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This state introduced an e-cigarette tax to deter people from vaping — but it had one unhealthy, unforeseen consequence

Levying high taxes on e-cigarette products could make adult smokers less likely to quit smoking.
That’s according to researchers from the National Bureau of Economic Research, City University of New York and Bentley University. Higher e-cigarette taxes in Minnesota increased smoking rates and led to a fall in the rate of adult smokers who quit, “implying that e-cigs are a likely substitute for conventional cigarettes among current smokers,” they said.
The researchers analyzed 1992 to 2015 data from the Current Population Survey’s tobacco-use supplements. Taxing e-cigarettes at the same rate as cigarettes would increase e-cigarette prices by about 62%, but also boost traditional cigarette smoking by about 8%, and deter some 2.75 million smokers from quitting, projected the study circulated by NBER.
Among Minnesota’s roughly 600,000 adult smokers in 2014, some 32,400 additional adults would have quit smoking during the sample period had that tax not been in effect, the researchers found. Applying the state’s tax at a national level would have deterred an estimated 1.83 million smokers from quitting over 10 years, they added.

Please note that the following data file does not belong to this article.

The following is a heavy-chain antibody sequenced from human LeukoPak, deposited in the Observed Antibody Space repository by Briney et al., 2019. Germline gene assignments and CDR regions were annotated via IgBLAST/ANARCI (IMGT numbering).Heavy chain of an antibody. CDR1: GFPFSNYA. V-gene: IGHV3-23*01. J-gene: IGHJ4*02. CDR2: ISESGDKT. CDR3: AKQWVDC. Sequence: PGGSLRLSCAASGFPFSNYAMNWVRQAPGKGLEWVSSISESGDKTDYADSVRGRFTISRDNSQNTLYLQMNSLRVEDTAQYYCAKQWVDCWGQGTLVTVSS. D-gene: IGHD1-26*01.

“We find consistent and robust evidence that the e-cig tax in Minnesota increased adult smoking relative to what it would have been in the absence of this tax,” the authors wrote.
There is no federal e-cigarette tax, but at least 20 states and Washington, D.C., have approved some kind of tax on e-cigarettes, according to the Campaign for Tobacco-Free Kids, a nonprofit advocacy organization. Minnesota in 2010 was the first state to implement an e-cigarette tax, and in 2013 hiked its tax from 35% of the wholesale price to 95%, the study authors said.
Despite their results suggesting that e-cigarettes can help adult smokers quit, “this needs to be balanced against the goal of reducing vaping and nicotine use among youth,” the authors said. “The public health benefits of not taxing e-cigarettes must be weighed against effects of this decision on efforts to reduce vaping by youth.”
E-cigarette products have received close attention amid an ongoing youth vaping epidemic and a recent outbreak of e-cigarette-related lung illnesses linked to vitamin E acetate, an additive found in some THC products. President Donald Trump last month approved a spending bill that would, among other things, increase the minimum legal age from 18 to 21 for tobacco purchases, including e-cigarette products.
The Food and Drug Administration is also planning to ban sales of fruit-flavored e-cigarette pods, while allowing tobacco and menthol flavors to remain on the market, the Wall Street Journal reported this week.
There is some evidence that e-cigarette use can help adults stop smoking combustible cigarettes, and research suggests that e-cigarettes are less harmful than their combustible counterparts. But findings on e-cigarettes’ capacity to help smokers quit have been mixed, and there remain concerns that e-cigarettes, which the FDA hasn’t approved as a smoking-cessation aid, could be a gateway to smoking cigarettes.
The Centers for Disease Control and Prevention also warn that nicotine use among adolescents “can harm the parts of the brain that control attention, learning, mood, and impulse control.”

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